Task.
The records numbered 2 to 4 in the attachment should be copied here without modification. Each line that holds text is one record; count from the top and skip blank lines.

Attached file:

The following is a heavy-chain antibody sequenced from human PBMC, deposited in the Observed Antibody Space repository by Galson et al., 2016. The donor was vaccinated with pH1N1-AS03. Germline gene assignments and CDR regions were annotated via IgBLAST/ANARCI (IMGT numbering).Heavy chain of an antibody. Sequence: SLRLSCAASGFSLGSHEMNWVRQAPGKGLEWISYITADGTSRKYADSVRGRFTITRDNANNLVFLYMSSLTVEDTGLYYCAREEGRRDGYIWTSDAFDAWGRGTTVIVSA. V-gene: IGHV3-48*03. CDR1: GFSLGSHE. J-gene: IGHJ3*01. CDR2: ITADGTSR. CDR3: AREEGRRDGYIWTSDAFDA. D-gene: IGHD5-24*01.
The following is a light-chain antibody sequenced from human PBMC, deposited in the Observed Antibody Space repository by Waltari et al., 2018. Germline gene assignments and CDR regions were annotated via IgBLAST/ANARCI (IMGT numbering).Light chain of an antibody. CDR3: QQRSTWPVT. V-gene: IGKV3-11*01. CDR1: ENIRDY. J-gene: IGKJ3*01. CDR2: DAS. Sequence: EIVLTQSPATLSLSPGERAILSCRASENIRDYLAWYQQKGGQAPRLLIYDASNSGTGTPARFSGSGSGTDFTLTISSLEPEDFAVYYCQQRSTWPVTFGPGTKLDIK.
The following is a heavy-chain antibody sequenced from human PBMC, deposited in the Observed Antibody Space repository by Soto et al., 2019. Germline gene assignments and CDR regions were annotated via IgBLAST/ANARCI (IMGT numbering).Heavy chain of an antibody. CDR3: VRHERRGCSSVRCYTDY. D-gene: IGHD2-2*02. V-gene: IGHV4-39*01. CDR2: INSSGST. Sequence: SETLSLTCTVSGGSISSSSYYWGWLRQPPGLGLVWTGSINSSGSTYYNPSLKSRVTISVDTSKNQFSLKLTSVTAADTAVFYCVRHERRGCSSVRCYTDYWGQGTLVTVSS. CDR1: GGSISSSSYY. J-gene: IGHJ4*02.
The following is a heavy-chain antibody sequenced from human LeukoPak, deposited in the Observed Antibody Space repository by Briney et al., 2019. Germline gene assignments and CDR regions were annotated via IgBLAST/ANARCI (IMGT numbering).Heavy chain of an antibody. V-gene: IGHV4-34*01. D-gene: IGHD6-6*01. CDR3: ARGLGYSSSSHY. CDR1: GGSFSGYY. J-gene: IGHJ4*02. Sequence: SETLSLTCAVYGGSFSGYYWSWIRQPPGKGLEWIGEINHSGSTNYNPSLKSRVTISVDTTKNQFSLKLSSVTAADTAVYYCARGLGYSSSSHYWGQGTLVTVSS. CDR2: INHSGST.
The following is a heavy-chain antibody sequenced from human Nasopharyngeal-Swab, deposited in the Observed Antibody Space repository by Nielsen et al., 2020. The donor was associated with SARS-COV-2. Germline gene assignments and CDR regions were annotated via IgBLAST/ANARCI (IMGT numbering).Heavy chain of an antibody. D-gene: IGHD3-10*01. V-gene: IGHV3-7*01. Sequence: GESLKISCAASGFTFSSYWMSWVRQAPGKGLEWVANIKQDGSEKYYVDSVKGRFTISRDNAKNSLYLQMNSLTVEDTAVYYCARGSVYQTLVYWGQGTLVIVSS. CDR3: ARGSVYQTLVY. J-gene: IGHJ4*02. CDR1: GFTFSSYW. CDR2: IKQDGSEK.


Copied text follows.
The following is a light-chain antibody sequenced from human PBMC, deposited in the Observed Antibody Space repository by Waltari et al., 2018. Germline gene assignments and CDR regions were annotated via IgBLAST/ANARCI (IMGT numbering).Light chain of an antibody. CDR3: QQRSTWPVT. V-gene: IGKV3-11*01. CDR1: ENIRDY. J-gene: IGKJ3*01. CDR2: DAS. Sequence: EIVLTQSPATLSLSPGERAILSCRASENIRDYLAWYQQKGGQAPRLLIYDASNSGTGTPARFSGSGSGTDFTLTISSLEPEDFAVYYCQQRSTWPVTFGPGTKLDIK.
The following is a heavy-chain antibody sequenced from human PBMC, deposited in the Observed Antibody Space repository by Soto et al., 2019. Germline gene assignments and CDR regions were annotated via IgBLAST/ANARCI (IMGT numbering).Heavy chain of an antibody. CDR3: VRHERRGCSSVRCYTDY. D-gene: IGHD2-2*02. V-gene: IGHV4-39*01. CDR2: INSSGST. Sequence: SETLSLTCTVSGGSISSSSYYWGWLRQPPGLGLVWTGSINSSGSTYYNPSLKSRVTISVDTSKNQFSLKLTSVTAADTAVFYCVRHERRGCSSVRCYTDYWGQGTLVTVSS. CDR1: GGSISSSSYY. J-gene: IGHJ4*02.
The following is a heavy-chain antibody sequenced from human LeukoPak, deposited in the Observed Antibody Space repository by Briney et al., 2019. Germline gene assignments and CDR regions were annotated via IgBLAST/ANARCI (IMGT numbering).Heavy chain of an antibody. V-gene: IGHV4-34*01. D-gene: IGHD6-6*01. CDR3: ARGLGYSSSSHY. CDR1: GGSFSGYY. J-gene: IGHJ4*02. Sequence: SETLSLTCAVYGGSFSGYYWSWIRQPPGKGLEWIGEINHSGSTNYNPSLKSRVTISVDTTKNQFSLKLSSVTAADTAVYYCARGLGYSSSSHYWGQGTLVTVSS. CDR2: INHSGST.